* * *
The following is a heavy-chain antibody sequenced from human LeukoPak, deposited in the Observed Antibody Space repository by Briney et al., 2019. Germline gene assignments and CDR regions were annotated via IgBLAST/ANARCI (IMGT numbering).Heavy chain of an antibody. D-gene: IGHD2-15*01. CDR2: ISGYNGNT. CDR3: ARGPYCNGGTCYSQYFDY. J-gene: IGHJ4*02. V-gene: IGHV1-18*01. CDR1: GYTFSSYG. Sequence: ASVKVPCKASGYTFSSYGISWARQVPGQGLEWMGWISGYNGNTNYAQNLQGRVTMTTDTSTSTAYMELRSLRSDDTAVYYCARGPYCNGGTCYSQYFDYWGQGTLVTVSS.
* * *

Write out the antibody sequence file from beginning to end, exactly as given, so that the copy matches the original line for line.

The following is a heavy-chain antibody sequenced from human LeukoPak, deposited in the Observed Antibody Space repository by Briney et al., 2019. Germline gene assignments and CDR regions were annotated via IgBLAST/ANARCI (IMGT numbering).Heavy chain of an antibody. D-gene: IGHD2-15*01. CDR2: ISGYNGNT. CDR3: ARGPYCNGGTCYSQYFDY. J-gene: IGHJ4*02. V-gene: IGHV1-18*01. CDR1: GYTFSSYG. Sequence: ASVKVPCKASGYTFSSYGISWARQVPGQGLEWMGWISGYNGNTNYAQNLQGRVTMTTDTSTSTAYMELRSLRSDDTAVYYCARGPYCNGGTCYSQYFDYWGQGTLVTVSS.